Funny things also happened. Luis Rubiales, the president of the Spanish Footy Federation – (‘Rubi’ to his footballing friends) – is still in a job after dodgy conversations with his mate Piqué (‘Geri’ to his executive friends) were leaked to the press. Like Britain’s Boris Johnson, he saw out the storm with a bit of defensive bluster, but Johnson has better hair. ‘Geri and Rubi’ is rumoured to be the name of a new ice-cream company next season, with its main factory in Andorra.  A related item was the post-season press conference where the head of the Spanish Refereeing Committee, Luis Medina Cantalejo, concluded that it had been an ‘excellent’ season’ in terms of the quality of the officials’ overall performances, which was interesting coming from an ex-referee who was himself famously incompetent.  It’s difficult to know which season (or planet) he was alluding to, but whatever he was smoking pre-conference, we’d all love to buy some.  Perhaps they could include the flavour in the Geri-Rubi ice-cream, since the three of them all seem to share roughly the same interests.  ‘Helados Geri-Rubi, con sabor Cantalejo’.   Ok…that’s enough.

Rubi and Geri. The new ice-cream flavour from Andorra

Another interesting aspect of the season was the do-not-go-gently-into-that-good night behaviour of various veterans, written off as part-time bit players for the campaign only to emerge as the determining factors. Modric was majestic, as was Benzema, whose journey from domestic moggy to man-eating wild cat was finally consummated.  Marcelo made a few panto appearances and Kroos was ok, but elsewhere David Silva (when he played) was imperial for Real Sociedad, and Busquets confounded those who had predicted that he would meekly fade away, not forgetting the ancient Dani Alves, of course.  Morales was wonderful for Levante (despite their relegation) and Oscar Trejo at Rayo….but atop this particular podium, of course, was Betis’ Joaquin, the forty year-old national treasure who is yet to announce his retirement.  One hopes he will continue playing, since his inevitable transfer to the commentary box may be problematic.  Joaquin will make Micah Richards look solemn, with the added drawback that no-one actually understands his unfathomable jokes.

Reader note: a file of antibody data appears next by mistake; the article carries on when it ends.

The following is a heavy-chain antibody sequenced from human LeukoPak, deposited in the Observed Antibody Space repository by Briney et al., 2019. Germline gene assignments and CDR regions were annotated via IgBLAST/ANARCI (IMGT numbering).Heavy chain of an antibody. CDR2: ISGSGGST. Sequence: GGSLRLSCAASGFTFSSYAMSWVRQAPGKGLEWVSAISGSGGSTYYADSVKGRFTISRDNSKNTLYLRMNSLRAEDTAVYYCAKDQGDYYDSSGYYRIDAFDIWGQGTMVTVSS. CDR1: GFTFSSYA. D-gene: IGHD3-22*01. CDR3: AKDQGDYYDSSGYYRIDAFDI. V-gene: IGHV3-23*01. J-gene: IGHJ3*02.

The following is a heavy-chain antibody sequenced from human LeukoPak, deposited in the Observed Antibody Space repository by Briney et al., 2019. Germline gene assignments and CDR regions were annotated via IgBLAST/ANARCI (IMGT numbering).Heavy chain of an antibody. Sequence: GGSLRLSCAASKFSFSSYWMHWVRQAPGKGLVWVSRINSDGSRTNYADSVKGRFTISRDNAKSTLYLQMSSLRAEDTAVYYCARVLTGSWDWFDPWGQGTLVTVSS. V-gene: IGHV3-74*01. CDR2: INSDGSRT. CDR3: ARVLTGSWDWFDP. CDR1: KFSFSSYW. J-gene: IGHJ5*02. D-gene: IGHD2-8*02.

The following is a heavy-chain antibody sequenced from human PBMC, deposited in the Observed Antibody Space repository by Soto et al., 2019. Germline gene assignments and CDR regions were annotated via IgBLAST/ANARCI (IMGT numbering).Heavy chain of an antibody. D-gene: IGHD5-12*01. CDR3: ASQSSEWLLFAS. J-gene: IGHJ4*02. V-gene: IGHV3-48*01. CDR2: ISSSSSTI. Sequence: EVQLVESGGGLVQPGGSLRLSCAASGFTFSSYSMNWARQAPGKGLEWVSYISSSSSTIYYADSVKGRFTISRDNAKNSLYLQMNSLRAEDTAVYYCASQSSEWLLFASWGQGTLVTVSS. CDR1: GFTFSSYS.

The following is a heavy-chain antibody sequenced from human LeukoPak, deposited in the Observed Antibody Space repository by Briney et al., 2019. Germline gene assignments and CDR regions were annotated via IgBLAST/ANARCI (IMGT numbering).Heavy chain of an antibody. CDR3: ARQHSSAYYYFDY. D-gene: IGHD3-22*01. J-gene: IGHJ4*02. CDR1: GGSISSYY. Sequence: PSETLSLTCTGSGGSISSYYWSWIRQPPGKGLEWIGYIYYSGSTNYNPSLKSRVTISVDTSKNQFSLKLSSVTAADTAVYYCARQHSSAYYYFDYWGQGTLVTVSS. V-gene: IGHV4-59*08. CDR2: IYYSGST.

Joaquin – someone understood his joke

Whatever, all in all it wasn’t a bad season, given the departures of Ramos and Messi, with the loss of soundbites and spectacle respectively.  The top seven sides were the same, albeit in shuffled positions, and Real Madrid finished with 86 points, the same as Atlético last season, but 13 ahead of Barcelona, who should be praised, I suppose, for their second-half catch-up act and the shrewd signings that enabled it.  Sevilla finished 4th again, but with seven points fewer than last season and a nagging feeling that they haven’t quite found the right guy in Lopetegui.  And talking of coaches, the season saw the first talk of Cholo Simeone walking the tightrope, the long-awaited departure of grumpy-bags Koeman (what is it about Dutch managers?), a season of renewed butchery from Bordalás at Valencia and the return of ‘El Vasco’ Aguirre (he’s actually Mexican) to save Mallorca, and he did – just.  Oh, and Ancelotti did okay I suppose.

Koeman and Bordalás. Only a mother would love ’em

Whatever – here are the annual Balls, arranged in their usual categories:

  1. La Liga’s 5 most predictable outcomes:
  1. The player with the most yellow cards (Omar Alderete) was from…… Valencia, surprise surprise. Mind you, Getafe didn’t quite forget the Bordalás shuffle, and had three players on the top-five yellow-carded podium. Valencia and Getafe occupied positions 1 and 2 for the most carded teams. You have to admire consistency.